Sunday, 28 April 2013

New trough planting

Now that the weather is warming up it has been time to get to work on the numerous plants I have sitting around the garden and in the cold frame waiting to be planted either in the garden or in their assigned containers.

I have put together a trough to show of my collection of Sempervivums, hens and chicks to most of us.  I mentioned in a previous post that I was very kindly given a small collection by a gardening friend and along with a few I have purchased over winter I finally got round to finding a home for some of them.

Crocks were added to the base of the pot and a growing medium of John Innes No2 and Horticultural Grit to a ratio of 50/50.  After planting and watering a mulch of Alpine Grit was used over the whole surface.  This will reduce water splash and help prevent rot.



A couple of pieces of slate and an old clay pot was used as decoration.  Along with the Sempervivums, Sedum hakone Chocolate Ball, Sedum pachyclados and Sedum Purpurteppich have been added for varying colour and texture.  It will be interesting to see this fill out as the summer progresses - watch this space!
Offsets and cuttings will be taken to over winter in a cold frame to ensure I have replacement plants should I need them.

The second container getting a make over is my attempt at creating a mini garden through the use of alpine plants.  You may remember some of the beautiful display in a previous blog about my visit to the SRGC Show at the beginning of April.    



For this container, I used a 50/50 mix of John Innes No 2 and Horticultural Grit.  An appropriate amount of  garden lime was added to the mixture.  All the plants require or are tolerant of alkaline/lime conditions or at least they should be if I've done my homework correctly!  Prior to planting, tufa rocks were added for effect.  Experienced mini garden growers will use tufa rock with holes drilled out so that the plant can colonise the rocks.  Something I intend to give a go once I get a bit more experience but lets not run before I can walk.

Plants I used in this container:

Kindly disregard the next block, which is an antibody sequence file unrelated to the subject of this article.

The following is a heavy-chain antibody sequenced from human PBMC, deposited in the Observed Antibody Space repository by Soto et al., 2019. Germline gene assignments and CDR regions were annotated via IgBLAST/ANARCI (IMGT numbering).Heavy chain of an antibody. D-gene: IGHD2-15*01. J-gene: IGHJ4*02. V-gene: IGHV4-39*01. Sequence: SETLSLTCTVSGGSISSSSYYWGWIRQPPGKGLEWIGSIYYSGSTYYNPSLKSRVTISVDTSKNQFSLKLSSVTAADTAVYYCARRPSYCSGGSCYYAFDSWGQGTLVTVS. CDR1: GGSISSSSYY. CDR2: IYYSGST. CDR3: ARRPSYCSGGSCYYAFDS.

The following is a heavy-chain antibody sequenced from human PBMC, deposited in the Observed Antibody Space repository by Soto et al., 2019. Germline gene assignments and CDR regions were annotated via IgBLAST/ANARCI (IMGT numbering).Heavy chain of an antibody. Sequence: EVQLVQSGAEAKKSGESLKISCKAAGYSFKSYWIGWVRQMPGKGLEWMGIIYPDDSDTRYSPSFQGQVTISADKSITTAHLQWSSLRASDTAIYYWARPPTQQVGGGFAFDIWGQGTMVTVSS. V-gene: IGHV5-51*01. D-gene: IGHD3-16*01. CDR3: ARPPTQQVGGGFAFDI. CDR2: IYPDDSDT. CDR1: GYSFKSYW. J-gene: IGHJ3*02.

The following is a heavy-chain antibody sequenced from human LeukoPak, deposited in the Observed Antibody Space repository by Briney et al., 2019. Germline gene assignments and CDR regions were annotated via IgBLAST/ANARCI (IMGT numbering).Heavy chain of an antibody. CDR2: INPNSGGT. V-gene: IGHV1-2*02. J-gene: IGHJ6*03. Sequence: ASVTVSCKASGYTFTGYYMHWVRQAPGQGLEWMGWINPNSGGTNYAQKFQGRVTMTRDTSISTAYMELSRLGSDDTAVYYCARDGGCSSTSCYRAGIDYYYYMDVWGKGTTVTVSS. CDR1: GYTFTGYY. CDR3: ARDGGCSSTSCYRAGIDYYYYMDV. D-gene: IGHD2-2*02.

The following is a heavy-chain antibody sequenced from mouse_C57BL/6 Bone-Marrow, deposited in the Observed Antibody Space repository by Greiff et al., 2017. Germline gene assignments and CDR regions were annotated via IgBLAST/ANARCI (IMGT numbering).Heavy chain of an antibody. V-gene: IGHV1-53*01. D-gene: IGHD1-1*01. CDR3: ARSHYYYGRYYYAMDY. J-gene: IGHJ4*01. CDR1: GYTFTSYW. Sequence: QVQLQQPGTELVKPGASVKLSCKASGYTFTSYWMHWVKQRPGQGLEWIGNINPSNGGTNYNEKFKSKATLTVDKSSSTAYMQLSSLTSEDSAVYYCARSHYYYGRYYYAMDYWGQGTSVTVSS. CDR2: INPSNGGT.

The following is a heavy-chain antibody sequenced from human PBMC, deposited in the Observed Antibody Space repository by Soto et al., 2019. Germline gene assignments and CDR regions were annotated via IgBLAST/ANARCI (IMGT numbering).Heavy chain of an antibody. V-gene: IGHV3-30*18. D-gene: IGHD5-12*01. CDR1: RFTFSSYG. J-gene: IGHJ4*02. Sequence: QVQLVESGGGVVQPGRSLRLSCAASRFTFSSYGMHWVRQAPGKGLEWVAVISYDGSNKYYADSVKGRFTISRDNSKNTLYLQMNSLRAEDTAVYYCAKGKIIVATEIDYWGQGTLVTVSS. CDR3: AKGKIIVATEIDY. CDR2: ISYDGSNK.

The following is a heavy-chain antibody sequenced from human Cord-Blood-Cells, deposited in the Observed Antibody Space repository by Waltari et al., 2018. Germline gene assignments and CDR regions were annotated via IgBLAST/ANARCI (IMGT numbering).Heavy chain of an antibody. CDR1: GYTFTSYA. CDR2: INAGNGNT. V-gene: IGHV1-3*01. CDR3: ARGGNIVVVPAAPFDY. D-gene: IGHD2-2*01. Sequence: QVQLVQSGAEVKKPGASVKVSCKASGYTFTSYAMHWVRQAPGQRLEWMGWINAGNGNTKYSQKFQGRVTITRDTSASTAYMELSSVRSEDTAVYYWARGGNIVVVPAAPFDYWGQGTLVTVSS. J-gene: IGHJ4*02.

Erysimum kotschyanum, Globularia repens, Raoulia australis, Saxifraga iranica cumulus, Saxifraga x boydilacina Pink Star, Saxifraga burseriana Gloria, Saxifraga biasolettio, Sedum pachyclados, Sempervivum Kelly Jo, Sempervivum arachnoid.
Some of the plants I have used

Apparently the more you cram in the smaller the plants will remain.  As the seasons move forward I will source other plants which will flower at different times, therefore extending the interest to year round.

After planting, the whole pot is treated to a gravel mulch - again as a preventative measure against water damage as well as making conditions similar to how these plants would grow naturally.  The temperatures some of these plants experience in the wild is way colder than we experience in Scotland - therefore are hardy enough.  Winter wet issues will be addressed by means of a cloche.  

Both of these containers require a full sun situation - they are taking pride of place in a sunny corner on the deck, where I can admire them....should I ever find time to sit still long enough!!  In the likely hood that Scotland should experience a heatwave (I say that with tongue in cheek!) shade will need to be provided for the Saxifragas in particular.    

Have you ever tried growing a mini garden?  What were your experiences? I'd love to hear about them.
Alpine plants, are I suppose, considered specialist by many but having admired these beauties from afar for a very long time, I admit that I'm really looking foward to this learning curve.  Who knows, one day I may even progress to an dedicated Alpine House.....I'm allowed to dream, aren't I?

Thank you for joining me on the first rung of the Alpine Grower's ladder!

If you are interested in finding out more about alpine plant growing, there are quite literally thousands of websites out there.  A few useful ones are Scottish Rock Garden ClubAlpine Garden Society or North American Rock Garden Society.  They are good place to start as a point of reference - other countries will no doubt have their own societies.  If you know of such, please let me know and I'll be happy to add a link.

25 comments:

  1. I have discovered alpines in the last year and have quite a few in pots but none as a group in a pot. I struggle to find alpine grit, I had sourced some and now they have stopped getting it!! I will have to ask at my local group where they get there. I love alpines as they are just so gorgeous and generally easy

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    1. I'm hoping they are going to be easy Helen :)
      B&Q do a large sized bag for just under a fiver. I don't know however, if it's what the serious growers use.
      I know my local nursery also uses Chicken grit on the top of some of their pots. I keep meaning to look out for that.

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  2. I shall have to add an alpine garden to my wish list...serious case of plant envy going on here (and it's not pretty!) :-)

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    1. Go for it Jane - we can learn together!